Google Chrome extensions

Extensions are small software programs that can modify and enhance the functionality of the Chrome browser. You write them using web technologies such as HTML, JavaScript, and CSS.

Extensions allow you to add functionality to Chrome without diving deeply into native code. You can create new extensions for Chrome with those core technologies that you’re already familiar with from web development: HTML, CSS, and JavaScript. If you’ve ever built a web page, you should feel right at home with extensions pretty quickly.


Getting Started

The very first thing we’ll need to create is a manifest file named manifest.json. The manifest is nothing more than a JSON-formatted table of contents, containing properties like your extension’s name and description, its version number, and so on. At a high level, we’ll use it to declare to Chrome what the extension is going to do, and what permissions it requires in order to do those things.



  "manifest_version": 1,

  "name": "Name of Your Extension",
  "description": "About your Extension",
  "version": "1.0",

  "permissions": [
  "browser_action": {
    "default_icon": "icon.png",
    "default_popup": "popup.html"



You probably noticed that manifest.json pointed at two resource files when defining the browser action: icon.png and popup.html. Both resources must exist inside the extension package.

  • icon.png will be displayed next to the Omnibox, waiting for user interaction.
  • popup.html will be rendered inside the popup window that’s created in response to a user’s click on the browser action. It’s a standard HTML file, just like you’re used to from web development, giving you more or less free reign over what the popup displays.
  • popup.js – popup.html requires an additional JavaScript file in order to do the work.

You should now have four files in your working directory: icon.png, manifest.json, popup.html, popup.js. The next step is to load those files into Chrome.


Load the extension

Extensions that you download from the Chrome Web Store are packaged up as .crx files, which is great for distribution, but not so great for development. Recognizing this, Chrome gives you a quick way of loading up your working directory for testing. Let’s do that now.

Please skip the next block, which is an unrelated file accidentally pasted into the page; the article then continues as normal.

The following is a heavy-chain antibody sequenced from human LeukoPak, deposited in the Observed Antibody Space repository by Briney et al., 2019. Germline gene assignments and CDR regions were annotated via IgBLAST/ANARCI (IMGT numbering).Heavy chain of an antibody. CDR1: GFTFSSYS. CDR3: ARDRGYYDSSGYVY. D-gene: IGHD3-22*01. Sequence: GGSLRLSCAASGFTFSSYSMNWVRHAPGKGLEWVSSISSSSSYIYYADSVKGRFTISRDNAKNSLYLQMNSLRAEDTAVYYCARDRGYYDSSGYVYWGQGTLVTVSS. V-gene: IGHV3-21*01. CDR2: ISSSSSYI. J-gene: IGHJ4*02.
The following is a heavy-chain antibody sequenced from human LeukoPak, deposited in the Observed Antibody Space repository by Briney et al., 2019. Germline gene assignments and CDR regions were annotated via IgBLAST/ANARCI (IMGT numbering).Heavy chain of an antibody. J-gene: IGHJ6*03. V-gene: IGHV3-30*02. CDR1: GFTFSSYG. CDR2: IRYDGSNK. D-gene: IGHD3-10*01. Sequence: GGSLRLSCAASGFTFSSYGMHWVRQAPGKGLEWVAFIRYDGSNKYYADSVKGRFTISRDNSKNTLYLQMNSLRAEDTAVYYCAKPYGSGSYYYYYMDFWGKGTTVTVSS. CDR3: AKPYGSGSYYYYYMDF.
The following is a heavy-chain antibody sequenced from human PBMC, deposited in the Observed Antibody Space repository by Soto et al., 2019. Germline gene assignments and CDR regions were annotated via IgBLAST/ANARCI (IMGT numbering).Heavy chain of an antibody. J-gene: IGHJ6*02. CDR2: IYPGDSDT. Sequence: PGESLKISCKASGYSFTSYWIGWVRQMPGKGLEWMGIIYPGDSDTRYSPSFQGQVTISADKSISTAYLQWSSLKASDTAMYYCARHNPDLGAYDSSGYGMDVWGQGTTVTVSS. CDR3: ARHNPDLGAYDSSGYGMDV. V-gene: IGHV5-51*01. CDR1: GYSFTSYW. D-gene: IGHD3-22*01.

1. Visit chrome://extensions in your browser (or open up the Chrome menu by clicking the icon to the far right of the Omnibox: The menu’s icon is three horizontal bars.. and select Extensions under the Tools menu to get to the same place).
  2. Ensure that the Developer mode checkbox in the top right-hand corner is checked.
  3. Click Load unpacked extension… to pop up a file-selection dialog.
  4. Navigate to the directory in which your extension files live, and select it.

If the extension is valid, it’ll be loaded up and active right away! If it’s invalid, an error message will be displayed at the top of the page. Correct the error, and try again.




Some Useful Flash API

Google Map

This API allows you to add interactive Google Map in your flash content. This API is not only alternative to JavaScript map API, but it also provides ability to mix flash content with Google Maps (like using MovieClips as marker).

Documentation and download:

YouTube API

This API is useful to integrate YouTube content in flash unit. There are separate APIs for data, Player, Custom player, Widgets.

Documentation and download:

Papervision 3D

Papervision is most popular open source realtime 3D engine for Flash.



Sandy3D is another open source 3D API for flash AS2, AS3.

This 3D engine main features are :

  • Viewing volume clipping for perfect interior scenes rendering
  • Advanced shading effects such as (Phong, Gouraud, CelShading, flat shading).